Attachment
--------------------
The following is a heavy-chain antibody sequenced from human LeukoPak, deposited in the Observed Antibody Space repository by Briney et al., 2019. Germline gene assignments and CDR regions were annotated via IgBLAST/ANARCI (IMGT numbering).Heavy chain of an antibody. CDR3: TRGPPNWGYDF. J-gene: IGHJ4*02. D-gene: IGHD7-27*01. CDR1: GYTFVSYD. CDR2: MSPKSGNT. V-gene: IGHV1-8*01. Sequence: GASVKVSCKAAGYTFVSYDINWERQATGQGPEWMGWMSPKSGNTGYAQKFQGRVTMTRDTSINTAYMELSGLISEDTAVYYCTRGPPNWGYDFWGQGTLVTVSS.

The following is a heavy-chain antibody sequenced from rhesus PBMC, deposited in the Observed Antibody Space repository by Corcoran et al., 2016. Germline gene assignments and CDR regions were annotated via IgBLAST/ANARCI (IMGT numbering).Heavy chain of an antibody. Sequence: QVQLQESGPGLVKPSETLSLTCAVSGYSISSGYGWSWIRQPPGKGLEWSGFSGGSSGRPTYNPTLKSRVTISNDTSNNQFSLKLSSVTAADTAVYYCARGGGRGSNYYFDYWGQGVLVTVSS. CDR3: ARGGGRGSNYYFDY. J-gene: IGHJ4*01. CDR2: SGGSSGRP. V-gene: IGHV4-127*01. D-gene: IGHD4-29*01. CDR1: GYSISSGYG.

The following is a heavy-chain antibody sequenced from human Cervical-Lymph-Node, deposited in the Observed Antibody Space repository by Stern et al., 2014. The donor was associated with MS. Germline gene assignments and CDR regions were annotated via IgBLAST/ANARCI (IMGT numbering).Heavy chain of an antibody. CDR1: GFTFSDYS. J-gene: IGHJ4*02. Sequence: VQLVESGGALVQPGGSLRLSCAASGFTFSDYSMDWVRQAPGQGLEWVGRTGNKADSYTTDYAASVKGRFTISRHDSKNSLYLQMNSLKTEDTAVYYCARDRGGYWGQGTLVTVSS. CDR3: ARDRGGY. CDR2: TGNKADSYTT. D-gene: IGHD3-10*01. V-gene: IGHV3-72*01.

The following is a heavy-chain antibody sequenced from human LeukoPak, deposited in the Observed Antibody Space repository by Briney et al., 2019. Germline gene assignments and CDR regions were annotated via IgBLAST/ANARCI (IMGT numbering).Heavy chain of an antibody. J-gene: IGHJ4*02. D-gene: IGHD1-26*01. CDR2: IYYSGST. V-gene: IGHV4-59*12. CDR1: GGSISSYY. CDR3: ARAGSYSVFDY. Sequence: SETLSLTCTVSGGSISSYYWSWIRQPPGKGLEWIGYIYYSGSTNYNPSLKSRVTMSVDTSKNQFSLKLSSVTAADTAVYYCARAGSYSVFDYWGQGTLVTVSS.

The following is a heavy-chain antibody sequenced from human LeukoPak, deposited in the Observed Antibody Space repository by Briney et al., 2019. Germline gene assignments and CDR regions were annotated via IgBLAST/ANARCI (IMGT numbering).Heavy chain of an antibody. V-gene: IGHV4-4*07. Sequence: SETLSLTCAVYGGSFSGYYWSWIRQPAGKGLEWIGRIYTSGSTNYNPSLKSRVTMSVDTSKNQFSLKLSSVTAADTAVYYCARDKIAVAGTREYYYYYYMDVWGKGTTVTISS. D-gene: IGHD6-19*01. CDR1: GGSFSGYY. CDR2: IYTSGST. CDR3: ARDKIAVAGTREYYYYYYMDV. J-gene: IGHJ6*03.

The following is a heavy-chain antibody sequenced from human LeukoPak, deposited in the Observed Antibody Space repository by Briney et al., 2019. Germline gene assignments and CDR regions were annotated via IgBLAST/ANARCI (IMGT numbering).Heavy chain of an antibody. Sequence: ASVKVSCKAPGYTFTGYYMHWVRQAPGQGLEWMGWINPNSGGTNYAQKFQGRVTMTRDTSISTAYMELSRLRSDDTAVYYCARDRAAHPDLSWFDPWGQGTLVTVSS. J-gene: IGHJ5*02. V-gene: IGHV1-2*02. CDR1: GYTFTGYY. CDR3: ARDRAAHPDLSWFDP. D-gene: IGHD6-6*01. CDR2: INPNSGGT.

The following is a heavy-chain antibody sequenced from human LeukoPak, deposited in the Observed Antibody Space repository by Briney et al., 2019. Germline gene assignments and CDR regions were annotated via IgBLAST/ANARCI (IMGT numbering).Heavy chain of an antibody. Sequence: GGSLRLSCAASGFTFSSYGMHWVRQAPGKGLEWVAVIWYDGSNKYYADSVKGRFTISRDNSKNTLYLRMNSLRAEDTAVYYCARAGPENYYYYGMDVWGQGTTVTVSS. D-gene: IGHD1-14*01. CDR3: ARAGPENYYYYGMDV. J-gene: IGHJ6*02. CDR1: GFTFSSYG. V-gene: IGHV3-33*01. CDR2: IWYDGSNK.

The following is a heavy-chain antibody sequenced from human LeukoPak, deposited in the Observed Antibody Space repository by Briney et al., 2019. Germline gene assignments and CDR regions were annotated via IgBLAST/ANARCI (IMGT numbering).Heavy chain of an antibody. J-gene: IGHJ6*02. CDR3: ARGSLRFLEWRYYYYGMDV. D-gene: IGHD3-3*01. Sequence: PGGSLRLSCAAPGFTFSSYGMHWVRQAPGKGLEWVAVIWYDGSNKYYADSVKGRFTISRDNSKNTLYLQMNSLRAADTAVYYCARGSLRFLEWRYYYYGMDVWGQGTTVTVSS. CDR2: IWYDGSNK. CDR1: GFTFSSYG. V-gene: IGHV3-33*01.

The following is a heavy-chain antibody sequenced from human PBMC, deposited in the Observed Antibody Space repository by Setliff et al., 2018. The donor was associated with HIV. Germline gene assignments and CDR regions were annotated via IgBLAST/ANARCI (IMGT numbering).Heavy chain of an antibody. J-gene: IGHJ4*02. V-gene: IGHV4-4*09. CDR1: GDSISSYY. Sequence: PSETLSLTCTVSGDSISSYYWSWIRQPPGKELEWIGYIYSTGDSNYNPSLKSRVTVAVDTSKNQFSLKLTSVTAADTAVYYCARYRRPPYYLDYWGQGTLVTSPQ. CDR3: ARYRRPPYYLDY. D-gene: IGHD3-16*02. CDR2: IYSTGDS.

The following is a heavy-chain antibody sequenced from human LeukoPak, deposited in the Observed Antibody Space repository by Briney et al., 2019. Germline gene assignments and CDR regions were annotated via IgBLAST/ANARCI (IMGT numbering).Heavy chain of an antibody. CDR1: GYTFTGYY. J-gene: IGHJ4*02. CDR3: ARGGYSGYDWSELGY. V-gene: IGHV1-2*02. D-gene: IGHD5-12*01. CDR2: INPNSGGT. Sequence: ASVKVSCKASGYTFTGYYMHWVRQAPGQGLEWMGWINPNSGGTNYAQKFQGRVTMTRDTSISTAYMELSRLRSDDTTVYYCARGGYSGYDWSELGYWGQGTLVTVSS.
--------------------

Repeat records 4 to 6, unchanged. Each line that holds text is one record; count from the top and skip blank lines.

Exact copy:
The following is a heavy-chain antibody sequenced from human LeukoPak, deposited in the Observed Antibody Space repository by Briney et al., 2019. Germline gene assignments and CDR regions were annotated via IgBLAST/ANARCI (IMGT numbering).Heavy chain of an antibody. J-gene: IGHJ4*02. D-gene: IGHD1-26*01. CDR2: IYYSGST. V-gene: IGHV4-59*12. CDR1: GGSISSYY. CDR3: ARAGSYSVFDY. Sequence: SETLSLTCTVSGGSISSYYWSWIRQPPGKGLEWIGYIYYSGSTNYNPSLKSRVTMSVDTSKNQFSLKLSSVTAADTAVYYCARAGSYSVFDYWGQGTLVTVSS.

The following is a heavy-chain antibody sequenced from human LeukoPak, deposited in the Observed Antibody Space repository by Briney et al., 2019. Germline gene assignments and CDR regions were annotated via IgBLAST/ANARCI (IMGT numbering).Heavy chain of an antibody. V-gene: IGHV4-4*07. Sequence: SETLSLTCAVYGGSFSGYYWSWIRQPAGKGLEWIGRIYTSGSTNYNPSLKSRVTMSVDTSKNQFSLKLSSVTAADTAVYYCARDKIAVAGTREYYYYYYMDVWGKGTTVTISS. D-gene: IGHD6-19*01. CDR1: GGSFSGYY. CDR2: IYTSGST. CDR3: ARDKIAVAGTREYYYYYYMDV. J-gene: IGHJ6*03.

The following is a heavy-chain antibody sequenced from human LeukoPak, deposited in the Observed Antibody Space repository by Briney et al., 2019. Germline gene assignments and CDR regions were annotated via IgBLAST/ANARCI (IMGT numbering).Heavy chain of an antibody. Sequence: ASVKVSCKAPGYTFTGYYMHWVRQAPGQGLEWMGWINPNSGGTNYAQKFQGRVTMTRDTSISTAYMELSRLRSDDTAVYYCARDRAAHPDLSWFDPWGQGTLVTVSS. J-gene: IGHJ5*02. V-gene: IGHV1-2*02. CDR1: GYTFTGYY. CDR3: ARDRAAHPDLSWFDP. D-gene: IGHD6-6*01. CDR2: INPNSGGT.